4 out of 5
Created by: Don Mancini
covers season 1
The Child’s Play series, for all its ups and downs, fascinates me. I’m a sucker for franchises that have an “owner;” it’s one of the reasons I still found pleasure in the Resident Evil series (though not having any real ties to the games probably helped), why Don Coscarelli’s Phantasm brings me a lot of joy, and why I’ve always been intrigued to know what Child’s Play creator (and writer of, to date, all the flicks sans the remake; director of the last several) Don Mancini is up to. Not only is it unusual for one person to be so heavily involved in a long-running franchise, but despite some definite speed bumps in the run, he seems to always try to rework the movies into something that makes sense for evolving it for the times, while also keeping in crowd-pleasing elements. This was a more difficult task in the original couple sequels, when expectations were a bit higher, but as things went along, the movies have become more and more shaped by a more and more confident hand. And I love that we can see Mancini’s rebuttal to a remake with which he wasn’t involved as being a TV show that’s another smart, fun update to the series… and also a damn good horror TV show on its own terms.
‘Chucky’ starts out by following a variation of the template: a Good Guy doll is picked up by loner teen Jake (Zackary Arthur), and, sure enough, it’s got ol’ Charles Lee Ray possessing it, voiced to perfection, as always by Brad Dourif. But instead of just jumping in to cat-and-mouse games with a doll knocking off characters and others first overcoming disbelief, then teaming up against him, Mancini alters the formula to make more sense for a 2021 audience who’s either seen that a million times before, or maybe wants something with a little more kick than just some typical blood ‘n’ guts.
Firstly, the barrier of disbelief is easily conquered by characters who have the internet, and can easily check on the history of the doll. This allows for direct communication between Jake and Chucky, and thereby the draw of a devilish pact: Jake has an alcoholic father; Jake is bullied at school; and maybe the doll can help him out…?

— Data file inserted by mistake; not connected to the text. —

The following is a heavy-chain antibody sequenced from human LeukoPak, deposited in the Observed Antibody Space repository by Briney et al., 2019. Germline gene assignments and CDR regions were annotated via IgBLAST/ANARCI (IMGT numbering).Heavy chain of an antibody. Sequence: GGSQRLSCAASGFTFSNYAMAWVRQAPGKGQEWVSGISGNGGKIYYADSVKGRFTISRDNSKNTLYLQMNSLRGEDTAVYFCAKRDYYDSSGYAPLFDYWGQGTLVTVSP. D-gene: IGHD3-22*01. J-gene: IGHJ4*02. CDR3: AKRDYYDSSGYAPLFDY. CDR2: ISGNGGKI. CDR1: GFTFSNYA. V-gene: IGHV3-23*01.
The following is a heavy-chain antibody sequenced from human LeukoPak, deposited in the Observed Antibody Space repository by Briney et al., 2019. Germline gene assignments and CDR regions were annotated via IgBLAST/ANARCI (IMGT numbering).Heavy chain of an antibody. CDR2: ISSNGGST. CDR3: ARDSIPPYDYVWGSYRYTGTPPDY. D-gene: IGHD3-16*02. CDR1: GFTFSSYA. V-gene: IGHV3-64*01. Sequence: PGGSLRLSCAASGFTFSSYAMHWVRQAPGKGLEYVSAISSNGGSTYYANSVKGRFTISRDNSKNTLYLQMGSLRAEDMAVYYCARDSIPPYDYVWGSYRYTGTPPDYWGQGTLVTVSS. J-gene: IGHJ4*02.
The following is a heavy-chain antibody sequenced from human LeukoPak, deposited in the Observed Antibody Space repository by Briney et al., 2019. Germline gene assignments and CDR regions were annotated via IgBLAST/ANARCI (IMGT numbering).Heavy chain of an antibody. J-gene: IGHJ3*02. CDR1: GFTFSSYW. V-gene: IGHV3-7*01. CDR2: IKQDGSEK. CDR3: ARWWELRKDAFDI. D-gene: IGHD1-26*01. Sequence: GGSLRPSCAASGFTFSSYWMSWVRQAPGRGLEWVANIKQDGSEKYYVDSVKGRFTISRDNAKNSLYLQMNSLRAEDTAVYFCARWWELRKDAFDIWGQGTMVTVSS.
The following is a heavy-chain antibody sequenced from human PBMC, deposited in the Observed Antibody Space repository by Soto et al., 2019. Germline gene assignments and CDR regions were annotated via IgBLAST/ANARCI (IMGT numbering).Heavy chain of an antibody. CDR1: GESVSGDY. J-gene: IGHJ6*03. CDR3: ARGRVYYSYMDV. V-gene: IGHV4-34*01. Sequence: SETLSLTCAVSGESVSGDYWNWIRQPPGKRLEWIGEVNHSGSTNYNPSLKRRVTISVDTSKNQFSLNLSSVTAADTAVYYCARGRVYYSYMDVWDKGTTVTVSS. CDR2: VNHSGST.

But it’s not that simple. The show actually develops Jake as a character, and much to my surprise – and to the immense benefit of the show – his tormentors as well. The full cast of lead kids who get swept up in Chucky’s machinations are fleshed out rather fascinatingly, in a well-balanced study on all of those many things that run our kids’ lives, paralleled by similar struggles for the more “knowing” adults: questions of sexuality, power dynamics, social status. This is juggled with episode-by-episode flashbacks into Chucky’s life… as well as frequent bouts of creative gore that are expertly executed. So the show hits on a lot of marks: the concept is easily graspable to new viewers, it satisfies in a genre sense, and because it draws from the franchise’s history – because we have Mancini steering the ship – it’s right in line with the films, as well.
This last bit is where things do get a bit cluttered and clunky later on, though, as aspects from the last few movies become very integral to the story. I do think they’re brought in pretty well, but there’s some inventive – though distracting – casting to effect showing us certain characters in the flashbacks, and it does feel like we hit a hard transition about midway through the season between Zack’s story and this past-exploring aspect of it, though once you’re past that bump, it smoothes out and heads into a fantastic set of concluding eps.
And not only am I still left waiting for what Mancini will do next – meaning the show has not dispelled the innate appeal of the franchise – I actually want to now rewatch all the films again, and the series again, ramping me up for the confirmed second season.